The Indo-US relationship has evolved over time from being receptive during Independence movement to being cold and hostile during cold war when India sided with Soviet Union and America allied with Pakistan in its global fight against Communism. The effects of Cold War and specially 1971 war standoff between the Soviets and Americans in Indo-Pak conflict reverberated on the Indian Foreign policy outlook for decades. It was only the opening up of economy in 1991 and dismantling of the Soviet Union that India broke the shackles and embraced the western countries particularly United States of America. From Natural Allies in Vajpayee Era to Strategic Partnership under Manmohan Singh era to Strategic Defense Partner in current Modi Era. India has indeed traveled a long distance in foreign policy relationship with United States. With the coming on Donald Trump as US President and his policies of America First, India must take stock of things and re-calibrate as things unfold with time in the Capitol Hill and White House in Washington DC.
Indo-US Relationship has been on the upswing since 9/11 happened and more so after India signed the Nuclear Deal with President Bush in 2008-09, a water shed moment in relationship between two largest democracies across the world. The initial break happened when two countries signed the Indo-US Strategic Partnership in 2005 which was subsequently renewed for another 10 years under the Modi Administration in India with the additional clause of DTTI standing part of it. The DTTI Agreement meant India finally agreed to follow up on Defence Technology Sharing and Production agreement with US on critical conventional technologies/ weapon systems. It was further followed up with India signing on the dotted line in LEMOA (Logistics Sharing agreement) with US that would allow Indian & US forces to share each other logistics in critical times of Natural Disasters, Rescue Missions and other such exigencies. The agreement was agreed upon in April 2016 and was subsequently signed later in the year before the Obama presidency bowed out in January 2017. In the intervening period, the US Congress passed the India specific amendment (Section 1262) of NDAA 2017 Act with bi-partisan support on 8th December 2016 which enlisted as India as a major defense partner, enabling transfer of critical conventional technologies in defence sector under DTTI agreement. The legislative mandate of US Congress of India specific amendment was further affirmed by President Obama’s executive Order through US Bureau of Industry and Commerce dt 19th January 2017 exempting India from export controls over sensitive technologies except Nuclear, Missile and any WMDs. Thereby Indo-US relationship entered a new era enjoying a Bi-Partisan consensus when it comes to strategic affairs in Asia Pacific specifically defence related issues.
However with the coming of a Donald Trump Presidency, element of uncertainty has crept in the Indo-US Relationship despite the strong support to the Trump Campaign by Indian diaspora and NRI’s in America during Election 2016. Donald Trump’s foreign policy outlook at home and abroad of America First in many sectors run contrary to India’s core interests from Economics to Trade to Jobs to Intellectual Property to defence or strategic affairs in Asia Pacific region. Trump’s message of America First of taking jobs back home from abroad could severely impact various Make in India projects in defence sector or the services sector. Already Lockheed Martin which was offering to shift its defence assembly of F-16 fighter jets to India has shifted its factory in US to Louisiana in order to placate Trump Administration Make in America pledge. Similarly Trump has been proposing Border Tax on US corporates outsourcing manufacturing and services to foreigners and luring them with Tax breaks in case they shift the base back to America with Hire in America pledge. In consonance with Donald Trump’s America First pledge, US Administration has cracked down H1B Visa Caps ordering a review of H1B Visa Rules for skilled work force lion share of which are shared by Indian Tech giants and the Chinese skilled work force. The cap on H1B Visa has invited sharp reactions of Commerce Ministry in India with Finance Minister ArunJaitley raising the issue of Growing protectionism in US Economy that could impact trade and economic ties with India. Infosys one of the leading Indian Tech giants in US has already announced of hiring 10,000 Americans for its skilled jobs to comply Trump Administration’s policies.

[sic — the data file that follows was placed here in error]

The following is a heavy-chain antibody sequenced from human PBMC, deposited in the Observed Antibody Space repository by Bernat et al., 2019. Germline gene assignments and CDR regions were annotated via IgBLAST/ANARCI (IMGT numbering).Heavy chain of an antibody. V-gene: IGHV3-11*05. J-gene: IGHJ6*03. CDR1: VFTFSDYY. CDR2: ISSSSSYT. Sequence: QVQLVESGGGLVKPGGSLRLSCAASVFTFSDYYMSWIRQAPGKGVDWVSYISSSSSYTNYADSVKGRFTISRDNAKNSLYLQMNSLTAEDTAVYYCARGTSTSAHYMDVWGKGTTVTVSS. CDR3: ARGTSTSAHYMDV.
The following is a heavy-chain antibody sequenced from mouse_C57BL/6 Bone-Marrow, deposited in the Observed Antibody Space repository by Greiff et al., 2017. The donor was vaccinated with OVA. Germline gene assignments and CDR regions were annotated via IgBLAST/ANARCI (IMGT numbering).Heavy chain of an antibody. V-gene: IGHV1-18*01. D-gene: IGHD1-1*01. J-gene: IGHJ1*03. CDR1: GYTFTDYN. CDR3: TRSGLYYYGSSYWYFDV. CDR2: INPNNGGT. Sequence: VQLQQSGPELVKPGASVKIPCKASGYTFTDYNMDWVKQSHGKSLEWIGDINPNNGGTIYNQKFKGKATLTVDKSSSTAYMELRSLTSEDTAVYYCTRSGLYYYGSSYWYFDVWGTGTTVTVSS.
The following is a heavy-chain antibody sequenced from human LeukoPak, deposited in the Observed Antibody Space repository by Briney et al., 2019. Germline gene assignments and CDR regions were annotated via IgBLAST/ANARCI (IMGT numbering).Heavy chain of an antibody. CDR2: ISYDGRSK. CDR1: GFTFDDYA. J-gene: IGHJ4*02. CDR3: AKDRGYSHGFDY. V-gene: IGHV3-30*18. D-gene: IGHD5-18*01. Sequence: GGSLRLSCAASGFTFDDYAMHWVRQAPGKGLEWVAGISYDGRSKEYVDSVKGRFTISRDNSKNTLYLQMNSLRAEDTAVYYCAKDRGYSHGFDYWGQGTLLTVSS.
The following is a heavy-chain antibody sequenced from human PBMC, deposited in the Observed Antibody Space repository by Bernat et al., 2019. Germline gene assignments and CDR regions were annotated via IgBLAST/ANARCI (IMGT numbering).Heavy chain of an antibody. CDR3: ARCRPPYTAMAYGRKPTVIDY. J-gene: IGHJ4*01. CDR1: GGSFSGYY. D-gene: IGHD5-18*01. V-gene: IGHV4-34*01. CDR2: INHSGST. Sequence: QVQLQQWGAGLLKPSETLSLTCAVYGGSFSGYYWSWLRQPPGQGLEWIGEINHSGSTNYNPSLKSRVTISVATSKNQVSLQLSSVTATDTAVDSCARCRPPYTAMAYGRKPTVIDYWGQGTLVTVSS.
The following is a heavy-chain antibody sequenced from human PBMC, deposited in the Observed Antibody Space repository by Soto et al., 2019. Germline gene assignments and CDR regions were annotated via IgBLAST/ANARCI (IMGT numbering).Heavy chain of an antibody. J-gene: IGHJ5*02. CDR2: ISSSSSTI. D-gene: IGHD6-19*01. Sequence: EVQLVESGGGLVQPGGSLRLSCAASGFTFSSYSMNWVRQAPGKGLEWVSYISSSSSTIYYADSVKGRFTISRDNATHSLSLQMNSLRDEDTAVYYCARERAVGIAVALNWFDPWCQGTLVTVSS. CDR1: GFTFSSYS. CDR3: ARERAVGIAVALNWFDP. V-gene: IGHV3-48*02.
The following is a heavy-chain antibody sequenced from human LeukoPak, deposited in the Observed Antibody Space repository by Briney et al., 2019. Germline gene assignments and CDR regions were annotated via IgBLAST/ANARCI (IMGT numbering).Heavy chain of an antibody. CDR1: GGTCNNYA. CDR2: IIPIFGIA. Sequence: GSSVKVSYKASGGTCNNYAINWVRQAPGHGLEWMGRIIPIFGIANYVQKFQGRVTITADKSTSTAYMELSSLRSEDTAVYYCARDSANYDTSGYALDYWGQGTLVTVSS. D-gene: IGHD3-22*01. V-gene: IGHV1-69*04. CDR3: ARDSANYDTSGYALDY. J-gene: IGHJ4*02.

Apart of defense and outsourcing issues, another big stumbling block in the Indo-US ties is of Intellectual Property Rights, where India and US have been at logger heads over Intellectual Property Rights regime specially in generics and pharmaceuticals sector with respect to compulsory licensing and ever greening of patents. The US Pharma lobby desirous of monopolistic claims and profits over Pharmaceuticals patents has been consistently targeting Indian IPR regime which aims to protect Indian pharmaceuticals giants on generics. Recently, US Trade Representative in its special report 301 of 2017 has retained India on “most challenging major economies” on enforcement of Intellectual Property Rights. The reports which raises concerns on Copyright Piracy, Counterfeiting and other enforcement issues which has been dismissed by Indian Ministry of Commerce who has maintained that India’s IPR Laws are TRIPS compliant. The tussle and negotiations however continue between India & US with respect to IPR and other dispute resolution clauses in BIT (Bi-Lateral Investment Treaties) on which US Administration and Indian Government have discussing the same through a Bi-Lateral working group. Along with Trade, IPR and other issues; India and US have also been at logger heads over Make in India projects with US Corporations and lobbies blocking India’s quest for domestic Solar Manufacturing industry before WTO which has ruled against India of the subsidies for domestic procurement in its Solar Mission policies. Trump’s Make in America in sync with American aim on monopolistic profits has been an impediment in Indo-US ties hurting PM Modi’s Make in India initiatives like the National Solar Mission and ISA (International Solar Alliance).